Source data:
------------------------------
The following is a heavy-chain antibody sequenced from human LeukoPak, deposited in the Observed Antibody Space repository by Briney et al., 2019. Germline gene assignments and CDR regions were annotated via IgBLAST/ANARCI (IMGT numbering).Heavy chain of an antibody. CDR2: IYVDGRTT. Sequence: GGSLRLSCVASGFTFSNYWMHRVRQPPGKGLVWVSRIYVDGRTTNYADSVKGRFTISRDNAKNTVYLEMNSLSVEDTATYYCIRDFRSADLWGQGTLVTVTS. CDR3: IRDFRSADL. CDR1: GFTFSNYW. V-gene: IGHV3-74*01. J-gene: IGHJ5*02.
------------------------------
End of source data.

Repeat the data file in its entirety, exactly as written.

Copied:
The following is a heavy-chain antibody sequenced from human LeukoPak, deposited in the Observed Antibody Space repository by Briney et al., 2019. Germline gene assignments and CDR regions were annotated via IgBLAST/ANARCI (IMGT numbering).Heavy chain of an antibody. CDR2: IYVDGRTT. Sequence: GGSLRLSCVASGFTFSNYWMHRVRQPPGKGLVWVSRIYVDGRTTNYADSVKGRFTISRDNAKNTVYLEMNSLSVEDTATYYCIRDFRSADLWGQGTLVTVTS. CDR3: IRDFRSADL. CDR1: GFTFSNYW. V-gene: IGHV3-74*01. J-gene: IGHJ5*02.